These liberal views contributed to a falling out between Augustus and his brother, the Prince Regent (later George IV). The rift deepened when Augustus supported their niece, Princess Charlotte, during a dispute with her father. Augustus appealed to the Prime Minister on Charlotte‘s behalf, pushing for her to be granted more freedom and allowed to travel for her health.

Intellectual Pursuits and Patronage

Prince Augustus was celebrated for his intellect and his extensive library, which contained over 50,000 books, including rare biblical manuscripts and volumes in Hebrew. He was a noted bibliophile and served as president of the Royal Society from 1830 to 1838.

As a patron of the arts and sciences, Augustus supported and associated with luminaries of the age. He was a friend of the writer Sir Walter Scott and the artists John Constable and J.M.W. Turner. The prince also had a keen interest in music and was known to host concerts and recitals at his residences.

In 1816, he was elected president of the Society of Arts, a position he held until his death. Under his leadership, the society expanded its programs and became a prominent voice for the promotion of the arts and sciences in Britain.

![[Royal_Society.jpg]] Prince Augustus Frederick presiding over a meeting of the Royal Society in the 1830s (Public domain, via Wikimedia Commons)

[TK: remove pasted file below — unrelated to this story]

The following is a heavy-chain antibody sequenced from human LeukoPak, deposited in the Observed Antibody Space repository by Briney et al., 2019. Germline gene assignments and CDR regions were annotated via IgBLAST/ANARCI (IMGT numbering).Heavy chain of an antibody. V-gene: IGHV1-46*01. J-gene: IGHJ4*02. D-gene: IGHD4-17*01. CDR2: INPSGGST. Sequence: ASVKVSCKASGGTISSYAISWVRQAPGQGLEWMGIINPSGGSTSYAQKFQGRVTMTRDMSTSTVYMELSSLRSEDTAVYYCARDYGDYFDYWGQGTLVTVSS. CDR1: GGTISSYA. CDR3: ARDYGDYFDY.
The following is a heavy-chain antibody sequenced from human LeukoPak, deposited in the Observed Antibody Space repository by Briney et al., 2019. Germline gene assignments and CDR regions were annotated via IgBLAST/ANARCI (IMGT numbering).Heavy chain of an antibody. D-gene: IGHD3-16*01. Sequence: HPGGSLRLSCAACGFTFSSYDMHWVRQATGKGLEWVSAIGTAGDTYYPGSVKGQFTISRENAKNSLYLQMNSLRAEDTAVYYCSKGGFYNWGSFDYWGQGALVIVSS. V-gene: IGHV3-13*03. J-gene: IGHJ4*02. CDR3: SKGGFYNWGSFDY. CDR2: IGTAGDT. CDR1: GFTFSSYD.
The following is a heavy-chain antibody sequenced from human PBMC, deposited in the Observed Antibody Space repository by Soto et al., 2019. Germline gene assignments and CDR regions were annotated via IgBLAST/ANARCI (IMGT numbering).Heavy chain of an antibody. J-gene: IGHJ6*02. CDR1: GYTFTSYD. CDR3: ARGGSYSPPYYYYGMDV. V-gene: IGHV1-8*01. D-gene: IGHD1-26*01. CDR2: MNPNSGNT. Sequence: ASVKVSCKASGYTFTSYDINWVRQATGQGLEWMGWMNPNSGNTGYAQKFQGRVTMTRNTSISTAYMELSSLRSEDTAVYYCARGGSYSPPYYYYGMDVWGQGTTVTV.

Legacy and Impact

Prince Augustus Frederick‘s legacy is one of a royal who dared to challenge the status quo. His advocacy for abolition and Jewish rights was ahead of its time, and his dedication to intellectual pursuits set him apart from other members of the royal family.

Though his secret marriages and political views caused friction with his relatives, Augustus remained close to his niece, Queen Victoria. She appointed him as her honorary Regimental Colonel and often sought his counsel. Upon his death in 1843, Victoria wrote in her diary, "He was so kind and good and so clever too. I shall miss him very much."

The prince‘s final act of rebellion came with his burial. Rather than being interred with other royals, Augustus requested to be buried at Kensal Green Cemetery in London, directly opposite his sister Princess Sophia. This break with tradition was a fitting end for a royal who had always charted his own course.

![[Augustus_tomb.jpg]] The tomb of Prince Augustus Frederick at Kensal Green Cemetery (David Hawgood, CC BY-SA 2.0, via Wikimedia Commons)

Prince Augustus Frederick, Duke of Sussex, left an indelible mark on British history. His progressive politics, intellectual curiosity, and defiance of convention made him a true rebel royal. In the words of historian Mollie Gillen, "He was a prince who dared to be different, and who made a difference."

While the title of Duke of Sussex fell into abeyance after Augustus‘ death, it was revived in 2018 when Queen Elizabeth II bestowed it upon her grandson, Prince Harry, on his wedding day. In many ways, Harry has followed in the footsteps of his predecessor, using his platform to champion charitable causes and forge his own path outside the confines of royal tradition.

The life and legacy of Prince Augustus Frederick, Duke of Sussex, serves as a reminder that even within the rigid strictures of the monarchy, there is room for individuality and progressive change. His story continues to resonate with those who seek to challenge the status quo and make a difference in the world.